21 February 2008 Edition
Unionist point-scoring doesn't help victims
Meanwhile, Sinn Féin’s Jennifer McCann said that the point-scoring exercise by unionist politicians is doing little to advance the debate about how best to deal equally with the needs of all victims.
The West Belfast MLA said she doubts whether the sponsors of the motion really care about how the conflict is described.
“It wasn’t so long ago they were calling on the IRA to say the ‘war’ is over,” she said. “When it suited their political interests they had no problem using the word ‘war’. Now it seems to be a case – like a scene from Fawlty Towers – ‘Don’t mention the war’.”
McCann said that she is mainly concerned about the relatives of all those who have been killed in the conflict.
“Not for the first time, unionist parties, in their endeavours to score points against each other, have brought motions to this Assembly which have more to do with courting the unionist electorate than improving the quality of people’s lives.
“Sinn Féin and the constituency we represent have an entirely different view on the origins of the conflict and the reasons why we ended up in a conflict situation which resulted in so many people losing their lives. To nationalists and republicans, the core problem in this country is partition and the British Government’s historical occupation of Ireland.
“I know those opposite think we lived in a wonderful little place before 1969 and for them that’s their reference point. This simply ignores the reality of the injustices of unionist, one-party rule which treated nationalists and Catholics as second-class citizens in their own country. The unionist parties are living in denial about the role unionists played from partition and their responsibilities for the conflict.”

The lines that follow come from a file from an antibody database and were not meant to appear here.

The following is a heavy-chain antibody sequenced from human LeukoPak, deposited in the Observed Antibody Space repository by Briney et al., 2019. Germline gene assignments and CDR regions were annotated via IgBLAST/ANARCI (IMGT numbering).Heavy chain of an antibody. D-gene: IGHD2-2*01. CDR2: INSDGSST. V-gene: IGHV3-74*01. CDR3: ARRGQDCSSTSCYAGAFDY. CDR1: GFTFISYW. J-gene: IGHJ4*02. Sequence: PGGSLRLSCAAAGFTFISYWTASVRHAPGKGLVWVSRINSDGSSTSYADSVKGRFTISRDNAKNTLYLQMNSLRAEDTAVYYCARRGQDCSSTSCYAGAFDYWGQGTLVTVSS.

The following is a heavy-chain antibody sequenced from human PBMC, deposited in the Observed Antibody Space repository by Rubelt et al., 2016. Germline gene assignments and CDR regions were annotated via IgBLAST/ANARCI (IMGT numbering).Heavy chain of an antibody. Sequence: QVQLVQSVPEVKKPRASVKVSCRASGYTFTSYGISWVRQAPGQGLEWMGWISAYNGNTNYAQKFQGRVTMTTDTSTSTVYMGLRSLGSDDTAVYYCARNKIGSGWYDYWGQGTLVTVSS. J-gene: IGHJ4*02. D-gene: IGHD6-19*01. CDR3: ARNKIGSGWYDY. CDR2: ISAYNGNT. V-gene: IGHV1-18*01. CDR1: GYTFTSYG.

McCann said that the sponsors of this motion also need to be mindful that the language they use can be “deeply offensive” to the relatives of those on the republican side who lost loved ones who were members of the IRA.
“As far as I am concerned, those who died on the republican side were noble, brave people. I am not asking anyone else to accept my views. What I am asking them to do is respect the relatives of those who died, realise they have feelings, that they are grieving for a lost member of their family.
“I have no difficulty accepting that relatives of those killed who were members of the crown forces are hurting because of what republicans did on them. I would not for one minute consider making remarks which would cause them offence.
“To the relatives of those who lost a loved one in the conflict, war, troubles, – call it what you will – their loss is the same. Will it really matter to the people out there who are looking in and hoping that this Assembly will help them with their problems if this motion gets through this chamber today? I very much doubt it.”